2019 Keynote Addresses

At its core, the GIA Fall Institute is our way of helping our valued customers connect with and learn from some of the greatest musical minds we’ve had the immense pleasure to work in a close conference setting.

Each year, its been our goal to select three special clinicians to address the entirety of the conference with special keynote addresses aimed to educate, inform, and enhance the understanding of music and why it’s important in life as well as in our lines of work. For 2019, we’ve got three very special speakers to present and you won’t want to miss their captivating addresses.

Keynote Speakers for the 2019 GIA Fall Institute

John Feierabend

Endangered Musical Minds

Thursday, October 17 • 4:15 PM • Fourth Presbyterian Main Sanctuary

Endangered Musical Minds:

All of us are born with some potential to succeed with music. But, with inappropriate or no music experiences in the early years, we can lose our intuitiveness for making accurate and sensitive musical responses. The future success of musical performers as well as basic musical participation in daily life is significantly dependent upon appropriate early intervention. Here is critical information about how we learn to think music and what can be done to help develop that skill.

Dr. John Feierabend is considered one of the leading authorities on music and movement development in childhood. He is a Professor Emeritus of Music Education at The Hartt School of the University of Hartford and is a past President of the Organization of American Kodály Educators. He has given presentations in all 50 states and many other countries. He is the author of over 70 books, recordings, and DVDs, several of which served as the inspiration for the award winning PBS children’s television series Lomax: The Hound of Music.

James Abbington

The Music of the People: Dvorak Revisited

Friday, October 18 • 9:00 AM • Buchanan Chapel

The Music of the People: Dvorak Revisited

On 21 May, 1893 an article appeared in the New York Herald, part interview, part manifesto, part advertisement for the National Conservatory in New York entitled “Real Value of Negro Melodies” by the Bohemian Director of the conservatory Antonin Dvorák. A week later, the composer amplified his viewpoint in an article entitled “Antonin Dvorák on Negro Melodies.” In it Dvorák stated, “It is my opinion that I find a sure foundation in the Negro melodies for a new National school of music…The new American school of music must strike its roots deeply within its own soil.” It was the beginning of his great influence on the future of American music and his challenge “to go after our own folk music.” In this keynote Dr. James Abbington will focus on Dvorák’s contribution to and influence on American music with a particular focus on how our own folk music and the “music of the Negro” informed the works of some of the greatest American composers.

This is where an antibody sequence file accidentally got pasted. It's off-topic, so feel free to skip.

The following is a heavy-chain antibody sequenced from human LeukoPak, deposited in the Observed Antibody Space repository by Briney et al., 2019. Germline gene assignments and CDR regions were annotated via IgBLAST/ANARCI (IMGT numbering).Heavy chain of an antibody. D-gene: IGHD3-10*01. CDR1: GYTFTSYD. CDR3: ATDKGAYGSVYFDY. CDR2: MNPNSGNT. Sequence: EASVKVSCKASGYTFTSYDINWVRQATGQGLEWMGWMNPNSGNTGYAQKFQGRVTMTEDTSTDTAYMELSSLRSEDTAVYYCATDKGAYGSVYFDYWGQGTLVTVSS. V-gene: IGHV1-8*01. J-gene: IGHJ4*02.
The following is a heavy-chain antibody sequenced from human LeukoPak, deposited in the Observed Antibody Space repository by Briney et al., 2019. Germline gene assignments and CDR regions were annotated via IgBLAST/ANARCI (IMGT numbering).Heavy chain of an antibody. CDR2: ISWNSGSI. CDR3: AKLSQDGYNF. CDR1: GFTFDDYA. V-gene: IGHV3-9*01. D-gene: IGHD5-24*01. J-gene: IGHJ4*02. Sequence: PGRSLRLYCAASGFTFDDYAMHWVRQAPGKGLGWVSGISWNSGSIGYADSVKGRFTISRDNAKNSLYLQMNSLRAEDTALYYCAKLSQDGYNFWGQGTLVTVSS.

James Abbington is one of the nation’s most respected choir directors, musicians and authors, Abbington is a popular speaker, performer and conductor at universities, conferences, symposiums and churches around the world. From 2000 to 2010, Abbington served as co-director of music for the Hampton University Ministers’ and Musicians’ Conference, and as the national director of music for both the Progressive National Baptist Convention and the NAACP. In 2010, Hampton’s Choir Directors and Organists Guild honored Abbington by naming their Church Music Academy after him, and in 2015, he became the second African American to be named a Fellow of The Hymn Society in the United States and Canada.

Barbara Conable

Musicians Move! Top Ten Ways to Train their Moving

Saturday, October 19 • 11:45 AM • Borwell Dining Hall

Musicians Move! Top Ten Ways to Train their Moving

The moving musicians do to make music is as demanding and exacting as that of dancers and athletes, therefore their moving should be systematically trained, not left to chance or mis-training, as so often occurs. Barbara Conable offers practical advice about how to effectively and efficiently train musicians’ moving right along with their hearing and seeing, all at once. Top Ten! 

During her thirty plus years as an Alexander Technique teacher Barbara Conable helped to save hundreds of musical careers and to enhance hundreds more. She experienced frustration, however, because she knew that thousands more musicians were losing careers and capacity. To enhance her effectiveness, she wrote the book “What Every Musician Needs to Know about the Body®” and developed a Body Mapping course by the same name which is now taught by Andover Educators® around the world. The goal of Andover Educators® is to put music education on a secure somatic (anatomical) foundation for all time.